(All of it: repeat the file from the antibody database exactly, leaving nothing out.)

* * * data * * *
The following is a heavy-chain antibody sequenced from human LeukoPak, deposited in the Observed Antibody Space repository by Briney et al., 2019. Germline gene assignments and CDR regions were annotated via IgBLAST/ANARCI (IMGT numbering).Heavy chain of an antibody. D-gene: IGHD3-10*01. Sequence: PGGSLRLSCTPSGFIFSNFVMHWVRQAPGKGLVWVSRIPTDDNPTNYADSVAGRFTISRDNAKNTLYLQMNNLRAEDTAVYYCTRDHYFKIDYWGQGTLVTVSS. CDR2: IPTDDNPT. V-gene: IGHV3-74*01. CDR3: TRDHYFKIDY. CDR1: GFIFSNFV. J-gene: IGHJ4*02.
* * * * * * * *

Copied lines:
The following is a heavy-chain antibody sequenced from human LeukoPak, deposited in the Observed Antibody Space repository by Briney et al., 2019. Germline gene assignments and CDR regions were annotated via IgBLAST/ANARCI (IMGT numbering).Heavy chain of an antibody. D-gene: IGHD3-10*01. Sequence: PGGSLRLSCTPSGFIFSNFVMHWVRQAPGKGLVWVSRIPTDDNPTNYADSVAGRFTISRDNAKNTLYLQMNNLRAEDTAVYYCTRDHYFKIDYWGQGTLVTVSS. CDR2: IPTDDNPT. V-gene: IGHV3-74*01. CDR3: TRDHYFKIDY. CDR1: GFIFSNFV. J-gene: IGHJ4*02.